34:02 I could do anything. I wanted. Oh, I think I would travel freely to a lot of places without having to worry about.
34:17 Are the troubles?
34:21 How would you like to be remembered?
34:28 I like to be remembered as the caring.
34:32 Thoughtful person who were like to like people and and literature and books.
34:41 The film's what's something important that you want to sell to remember Bad, Grandpa?
34:51 Oh, I want you I would like you to remember how inquisitive he was how interested he was in learning new things how it goes and what a good memory he had.
35:07 Is there anything that you want to talk about that we didn't get to today?
35:14 No, I think you've covered everything pretty well anything that you wanted to add.
35:23 Well, I'm very proud of you and what end and your accomplishments what you've done and what you've achieved and I'm very proud that you're my granddaughter very lucky.
35:38 The last thing that I want to do today, it's a surprise. I wanted to play a little segment of this tape, which is me interviewing Grandpa from about nine years ago. And so he can be here with us though. That's what I thought. I don't know if I ever heard it as hell.
36:06 Thankful that my grandfather's name that he was born with teeth.
36:17 The couch in Russian means Weaver
36:22 When Jews migrated from west to east from France Belgium and Holland through Germany, Austria and Eastern Europe.
36:34 I picked up Germanic language and Germanic names. Although there's other Theory, but they also pick them out from nomadic tribes of Southern Russia.
36:47 Ali Eastern Slope of the Alps and the Southern Slope of the Caucasus Mountains
36:56 Along the way
36:58 Advance Auto
37:00 Name with clots transliterated from Weber, which means Weaver the past means Weaver and Rush by my grandmother's name was Bernstein, which means Amber.
37:17 Passage of the czar's army people taking children off the streets and
37:28 I'm backing him into the army.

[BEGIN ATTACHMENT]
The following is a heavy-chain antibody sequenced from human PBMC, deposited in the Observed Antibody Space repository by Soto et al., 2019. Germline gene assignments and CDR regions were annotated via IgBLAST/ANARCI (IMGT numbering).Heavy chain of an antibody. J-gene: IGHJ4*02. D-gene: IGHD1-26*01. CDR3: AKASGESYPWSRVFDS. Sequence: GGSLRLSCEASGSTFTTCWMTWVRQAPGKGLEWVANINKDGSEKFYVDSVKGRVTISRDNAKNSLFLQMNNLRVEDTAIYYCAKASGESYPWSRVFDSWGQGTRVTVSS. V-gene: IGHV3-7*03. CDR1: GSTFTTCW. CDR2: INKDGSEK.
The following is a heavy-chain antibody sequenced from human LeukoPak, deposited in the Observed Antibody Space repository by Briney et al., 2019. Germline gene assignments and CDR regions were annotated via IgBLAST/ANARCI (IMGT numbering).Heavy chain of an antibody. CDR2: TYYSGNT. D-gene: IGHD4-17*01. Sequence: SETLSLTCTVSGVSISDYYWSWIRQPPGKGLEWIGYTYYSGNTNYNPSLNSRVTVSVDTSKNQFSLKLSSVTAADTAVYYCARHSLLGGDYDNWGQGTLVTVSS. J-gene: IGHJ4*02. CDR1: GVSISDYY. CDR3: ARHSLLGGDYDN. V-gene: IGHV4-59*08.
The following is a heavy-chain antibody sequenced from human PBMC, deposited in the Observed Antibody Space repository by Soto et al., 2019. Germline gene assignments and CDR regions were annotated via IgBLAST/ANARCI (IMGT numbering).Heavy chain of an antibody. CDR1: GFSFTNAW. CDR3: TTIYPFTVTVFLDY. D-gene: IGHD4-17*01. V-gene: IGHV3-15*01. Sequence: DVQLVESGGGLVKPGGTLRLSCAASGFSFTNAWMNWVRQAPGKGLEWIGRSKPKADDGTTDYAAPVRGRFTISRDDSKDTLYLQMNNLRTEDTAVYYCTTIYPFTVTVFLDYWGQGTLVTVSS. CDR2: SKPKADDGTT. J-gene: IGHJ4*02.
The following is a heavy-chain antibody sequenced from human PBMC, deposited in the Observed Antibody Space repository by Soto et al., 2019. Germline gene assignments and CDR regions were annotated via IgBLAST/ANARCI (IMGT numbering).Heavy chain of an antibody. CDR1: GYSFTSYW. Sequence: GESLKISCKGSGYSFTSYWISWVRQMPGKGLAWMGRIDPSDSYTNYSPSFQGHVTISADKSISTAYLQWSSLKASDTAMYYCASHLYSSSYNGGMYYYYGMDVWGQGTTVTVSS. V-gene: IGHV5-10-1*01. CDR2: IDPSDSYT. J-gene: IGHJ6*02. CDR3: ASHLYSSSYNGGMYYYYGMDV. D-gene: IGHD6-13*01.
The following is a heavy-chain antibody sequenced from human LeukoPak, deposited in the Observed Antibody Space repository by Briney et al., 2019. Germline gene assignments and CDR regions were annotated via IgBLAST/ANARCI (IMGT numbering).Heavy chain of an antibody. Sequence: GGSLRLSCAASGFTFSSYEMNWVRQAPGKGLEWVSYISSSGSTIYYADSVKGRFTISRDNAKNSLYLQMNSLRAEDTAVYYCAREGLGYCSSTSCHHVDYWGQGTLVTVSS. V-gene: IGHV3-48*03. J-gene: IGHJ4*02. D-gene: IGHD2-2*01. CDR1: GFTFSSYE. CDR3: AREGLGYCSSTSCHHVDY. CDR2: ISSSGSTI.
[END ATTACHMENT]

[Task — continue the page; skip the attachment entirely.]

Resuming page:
37:31 Kevin usual thing that happened when they grabbed a child with a child was never seen again.
37:37 Marcin again
37:39 Arrive by then with a different person
37:44 So is a common practice?
37:56 And I wanted to say that I always was really sad that I never interviewed him again after that that you know, that was 1994. I think and besides I 295 and I feel like I let you know his voice sounded High think that's an artifact of the recording by one day. That's how you how you felt listening to it will end. This is a kind of subject. He was always very interested in and as I said, it's what he wasn't sure if he could make a made-up you made it up. He was wonderful Storyteller Angels always interested in migrations of people from One. This was it this was a constant conversation at the table when we were eating. In fact when you when your mother when your mother came into the family, I think she was really bewildered. What is it with all these migrations they always talks about and then and then Martin began to talk about migrations and everybody was talking about
38:56 IPad by she got used to it. I guess she got used to all this stuff.
39:05 I think the time's almost up but I know I felt good about bringing that and so he can send it be here. I think it's great. That was the first time because it's you said it's a little high did it seem unfamiliar or does it sound familiar know it was it was Familiar? Of course, it was familiar. But I owe you do I don't I don't know whether this how true the story was that he told us he was always and was always different all the time and he loved he love this kind of subject.
39:40 That we were working on a family history, I guess before he died.
39:47 So this way he's here with us today.
39:52 So I think that's it.
39:55 Oh, I'm really glad that you came today. I've been planning this for months this as you know, so thank you for asking me very unusual experience.